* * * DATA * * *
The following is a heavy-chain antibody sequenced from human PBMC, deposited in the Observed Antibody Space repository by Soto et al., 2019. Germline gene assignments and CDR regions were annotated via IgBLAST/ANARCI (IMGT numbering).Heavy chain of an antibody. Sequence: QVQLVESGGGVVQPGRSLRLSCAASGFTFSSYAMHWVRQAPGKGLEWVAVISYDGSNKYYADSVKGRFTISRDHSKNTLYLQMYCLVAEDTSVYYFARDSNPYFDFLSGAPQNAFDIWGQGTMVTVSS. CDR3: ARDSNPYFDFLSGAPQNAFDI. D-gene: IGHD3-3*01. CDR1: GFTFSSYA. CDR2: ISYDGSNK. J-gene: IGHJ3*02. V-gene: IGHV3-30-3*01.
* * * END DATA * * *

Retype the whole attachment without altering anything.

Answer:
The following is a heavy-chain antibody sequenced from human PBMC, deposited in the Observed Antibody Space repository by Soto et al., 2019. Germline gene assignments and CDR regions were annotated via IgBLAST/ANARCI (IMGT numbering).Heavy chain of an antibody. Sequence: QVQLVESGGGVVQPGRSLRLSCAASGFTFSSYAMHWVRQAPGKGLEWVAVISYDGSNKYYADSVKGRFTISRDHSKNTLYLQMYCLVAEDTSVYYFARDSNPYFDFLSGAPQNAFDIWGQGTMVTVSS. CDR3: ARDSNPYFDFLSGAPQNAFDI. D-gene: IGHD3-3*01. CDR1: GFTFSSYA. CDR2: ISYDGSNK. J-gene: IGHJ3*02. V-gene: IGHV3-30-3*01.